An exclusive feast of current affairs items: Global rallies for release of Julian Assange; Rupert Murdoch empire grows like virus; Murdoch goes after ABC Classic Radio; “Fatty O’Barrell” fits India perfectly; House of Lords savages rebirth of apartheid; The New Yorker morphs into Clinton-Obama-Biden tool; Rush Limbaugh unlocked
Julian Assange wins global support
On 24 February 2020, the first day of his extradition trial in London, a day of global demonstrations of solidarity with Julian Assange was marked by a rally in Sydney’s Martin Place with speeches by leading journalists, human rights activists and civil libertarians.
Similar events were held around Australia and across the world, including in London, Manchester, Leeds, Sheffield, Edinburgh, Belfast, Dublin, Paris, Rome, Madrid and New York.
Speakers at the Sydney event, attended by hundreds of supporters, included former SBS presenter Mary Kostakidis. She chaired the meeting and gave a stirring opening speech in support of Assange, who is languishing in London’s notorious Belmarsh jail as the US regime seeks his extradition on trumped-up charges that threaten him with 175 years’ imprisonment.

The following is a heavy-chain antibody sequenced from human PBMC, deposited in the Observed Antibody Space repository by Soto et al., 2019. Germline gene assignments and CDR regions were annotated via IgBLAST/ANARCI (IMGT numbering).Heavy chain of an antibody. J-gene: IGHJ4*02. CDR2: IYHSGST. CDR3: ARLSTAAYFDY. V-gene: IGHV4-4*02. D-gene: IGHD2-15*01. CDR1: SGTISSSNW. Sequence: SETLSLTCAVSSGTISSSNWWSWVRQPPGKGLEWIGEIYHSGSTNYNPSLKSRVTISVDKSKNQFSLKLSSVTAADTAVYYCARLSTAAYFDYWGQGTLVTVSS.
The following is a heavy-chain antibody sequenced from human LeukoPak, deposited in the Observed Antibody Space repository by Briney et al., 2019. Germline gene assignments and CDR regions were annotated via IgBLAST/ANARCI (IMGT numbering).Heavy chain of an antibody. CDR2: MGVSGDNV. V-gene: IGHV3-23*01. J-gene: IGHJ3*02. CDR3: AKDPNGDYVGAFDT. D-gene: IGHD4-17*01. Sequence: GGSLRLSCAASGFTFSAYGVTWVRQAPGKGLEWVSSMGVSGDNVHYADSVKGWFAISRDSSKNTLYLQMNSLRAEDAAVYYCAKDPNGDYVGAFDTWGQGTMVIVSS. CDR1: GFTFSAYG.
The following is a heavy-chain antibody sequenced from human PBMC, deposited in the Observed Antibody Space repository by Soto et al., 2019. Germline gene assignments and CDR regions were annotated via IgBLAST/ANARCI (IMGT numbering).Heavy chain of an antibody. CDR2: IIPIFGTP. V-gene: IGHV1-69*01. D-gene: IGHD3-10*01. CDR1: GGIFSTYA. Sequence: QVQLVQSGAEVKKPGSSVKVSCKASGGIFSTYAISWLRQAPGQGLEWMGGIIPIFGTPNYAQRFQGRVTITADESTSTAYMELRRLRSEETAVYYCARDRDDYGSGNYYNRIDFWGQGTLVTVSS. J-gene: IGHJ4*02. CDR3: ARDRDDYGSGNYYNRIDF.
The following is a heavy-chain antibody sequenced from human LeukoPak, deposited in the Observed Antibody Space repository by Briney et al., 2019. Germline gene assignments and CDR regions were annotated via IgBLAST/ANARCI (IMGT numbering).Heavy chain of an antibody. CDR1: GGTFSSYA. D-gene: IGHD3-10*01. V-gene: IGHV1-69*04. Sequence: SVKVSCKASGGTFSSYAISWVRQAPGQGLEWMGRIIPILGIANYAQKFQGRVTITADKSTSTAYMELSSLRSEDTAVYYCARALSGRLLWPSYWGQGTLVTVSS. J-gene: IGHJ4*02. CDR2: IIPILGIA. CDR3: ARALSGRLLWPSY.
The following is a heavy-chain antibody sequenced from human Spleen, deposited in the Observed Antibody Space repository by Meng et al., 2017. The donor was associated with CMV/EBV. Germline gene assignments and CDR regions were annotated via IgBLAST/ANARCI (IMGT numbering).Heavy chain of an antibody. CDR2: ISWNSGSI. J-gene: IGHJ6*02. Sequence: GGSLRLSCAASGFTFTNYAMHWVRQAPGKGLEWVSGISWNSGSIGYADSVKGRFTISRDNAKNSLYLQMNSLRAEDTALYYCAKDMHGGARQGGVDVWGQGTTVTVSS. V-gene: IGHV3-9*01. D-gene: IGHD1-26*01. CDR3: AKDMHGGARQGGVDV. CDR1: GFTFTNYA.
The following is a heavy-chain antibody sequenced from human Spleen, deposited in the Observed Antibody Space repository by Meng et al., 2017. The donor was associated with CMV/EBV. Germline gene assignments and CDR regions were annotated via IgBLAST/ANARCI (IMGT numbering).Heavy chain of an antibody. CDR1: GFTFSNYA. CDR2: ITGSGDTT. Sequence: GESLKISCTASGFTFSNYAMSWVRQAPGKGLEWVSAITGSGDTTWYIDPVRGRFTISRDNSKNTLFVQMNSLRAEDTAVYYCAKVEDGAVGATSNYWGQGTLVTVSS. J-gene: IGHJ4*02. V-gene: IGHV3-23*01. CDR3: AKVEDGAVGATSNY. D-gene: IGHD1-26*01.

Others speakers at the rally included fellow journalists Mark Davis of SBS Dateline, former ABC presenter Quentin Dempster, ABC investigative journalist Andrew Fowler, Professor Wendy Bacon and crusading expat John Pilger, as well as Sydney Peace Prize founder Professor Stuart Rees, Anglican priest Father Dave Smith, representatives of the NSW Civil Liberties Union and lawyer Greg Barns. A message of support was read from the journalists’ union, the Media, Entertainment and Arts Alliance. Following the rally the speakers led a march to the UK Consulate at Circular Quay.
In his speech Mark Davis, a lawyer as well as a journalist, unmasked the lie that Assange had dumped thousands of unredacted US government emails and put lives at risk. Other speakers referred to the report vindicating him by UN Special Rapporteur on Torture Nils Melzer. Father Dave Smith from Dulwich Hill, known as Fighting Father Dave, appealed: “Don’t crucify the messenger.”
Loud applause greeted John Pilger, who said that the Morrison Government has a moral responsibility to bring Assange home and that popular pressure is needed to achieve this. Pilger, a recent visitor to Belmarsh prison, said he was deeply shocked by the conditions in which Assange is being held and the denial to him of due process and access to his lawyers. He concluded: “If Julian Assange is extradited, British justice is dead.”
That same evening, ex-Premier Bob Carr, a former Senator and Australian Foreign Minister, spoke of Assange’s plight at a public meeting at State Parliament on Macquarie Street. He urged the audience to stop Assange’s extradition to the US and to seek his return to his homeland and family.